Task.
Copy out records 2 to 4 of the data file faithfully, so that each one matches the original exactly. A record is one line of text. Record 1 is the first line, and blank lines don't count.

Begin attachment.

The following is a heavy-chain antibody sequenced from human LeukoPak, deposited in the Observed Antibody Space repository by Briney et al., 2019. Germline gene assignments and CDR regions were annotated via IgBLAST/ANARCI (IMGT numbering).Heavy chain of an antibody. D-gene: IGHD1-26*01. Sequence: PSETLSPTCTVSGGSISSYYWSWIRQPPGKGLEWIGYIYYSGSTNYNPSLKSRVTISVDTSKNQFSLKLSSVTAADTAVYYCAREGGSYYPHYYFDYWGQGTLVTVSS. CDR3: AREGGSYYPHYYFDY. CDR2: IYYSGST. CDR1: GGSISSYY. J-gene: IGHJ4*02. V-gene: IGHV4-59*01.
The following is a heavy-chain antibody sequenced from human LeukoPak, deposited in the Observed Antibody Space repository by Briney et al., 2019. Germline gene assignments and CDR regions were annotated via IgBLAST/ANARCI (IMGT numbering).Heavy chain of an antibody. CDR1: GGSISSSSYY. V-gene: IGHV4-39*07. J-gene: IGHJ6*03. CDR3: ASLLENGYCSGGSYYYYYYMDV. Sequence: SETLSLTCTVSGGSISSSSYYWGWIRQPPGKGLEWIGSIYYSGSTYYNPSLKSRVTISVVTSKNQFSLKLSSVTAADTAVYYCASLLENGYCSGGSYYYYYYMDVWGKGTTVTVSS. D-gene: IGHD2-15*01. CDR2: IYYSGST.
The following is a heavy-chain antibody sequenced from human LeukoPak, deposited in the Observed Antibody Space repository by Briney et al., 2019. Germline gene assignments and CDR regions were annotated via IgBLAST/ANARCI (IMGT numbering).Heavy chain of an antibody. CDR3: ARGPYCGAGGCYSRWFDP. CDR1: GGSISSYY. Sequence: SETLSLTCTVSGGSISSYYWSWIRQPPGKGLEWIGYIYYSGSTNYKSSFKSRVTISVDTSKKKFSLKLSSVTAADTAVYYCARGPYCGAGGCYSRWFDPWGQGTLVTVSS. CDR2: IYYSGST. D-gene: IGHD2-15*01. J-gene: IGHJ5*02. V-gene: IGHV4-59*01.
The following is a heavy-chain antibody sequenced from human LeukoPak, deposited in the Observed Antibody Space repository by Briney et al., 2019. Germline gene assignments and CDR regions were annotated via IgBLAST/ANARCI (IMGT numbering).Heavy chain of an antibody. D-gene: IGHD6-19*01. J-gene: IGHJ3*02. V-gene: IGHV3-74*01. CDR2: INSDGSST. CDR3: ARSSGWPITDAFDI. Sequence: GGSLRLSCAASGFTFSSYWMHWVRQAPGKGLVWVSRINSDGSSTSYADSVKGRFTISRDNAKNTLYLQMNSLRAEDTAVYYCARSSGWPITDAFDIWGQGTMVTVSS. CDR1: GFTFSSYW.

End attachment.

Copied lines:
The following is a heavy-chain antibody sequenced from human LeukoPak, deposited in the Observed Antibody Space repository by Briney et al., 2019. Germline gene assignments and CDR regions were annotated via IgBLAST/ANARCI (IMGT numbering).Heavy chain of an antibody. CDR1: GGSISSSSYY. V-gene: IGHV4-39*07. J-gene: IGHJ6*03. CDR3: ASLLENGYCSGGSYYYYYYMDV. Sequence: SETLSLTCTVSGGSISSSSYYWGWIRQPPGKGLEWIGSIYYSGSTYYNPSLKSRVTISVVTSKNQFSLKLSSVTAADTAVYYCASLLENGYCSGGSYYYYYYMDVWGKGTTVTVSS. D-gene: IGHD2-15*01. CDR2: IYYSGST.
The following is a heavy-chain antibody sequenced from human LeukoPak, deposited in the Observed Antibody Space repository by Briney et al., 2019. Germline gene assignments and CDR regions were annotated via IgBLAST/ANARCI (IMGT numbering).Heavy chain of an antibody. CDR3: ARGPYCGAGGCYSRWFDP. CDR1: GGSISSYY. Sequence: SETLSLTCTVSGGSISSYYWSWIRQPPGKGLEWIGYIYYSGSTNYKSSFKSRVTISVDTSKKKFSLKLSSVTAADTAVYYCARGPYCGAGGCYSRWFDPWGQGTLVTVSS. CDR2: IYYSGST. D-gene: IGHD2-15*01. J-gene: IGHJ5*02. V-gene: IGHV4-59*01.
The following is a heavy-chain antibody sequenced from human LeukoPak, deposited in the Observed Antibody Space repository by Briney et al., 2019. Germline gene assignments and CDR regions were annotated via IgBLAST/ANARCI (IMGT numbering).Heavy chain of an antibody. D-gene: IGHD6-19*01. J-gene: IGHJ3*02. V-gene: IGHV3-74*01. CDR2: INSDGSST. CDR3: ARSSGWPITDAFDI. Sequence: GGSLRLSCAASGFTFSSYWMHWVRQAPGKGLVWVSRINSDGSSTSYADSVKGRFTISRDNAKNTLYLQMNSLRAEDTAVYYCARSSGWPITDAFDIWGQGTMVTVSS. CDR1: GFTFSSYW.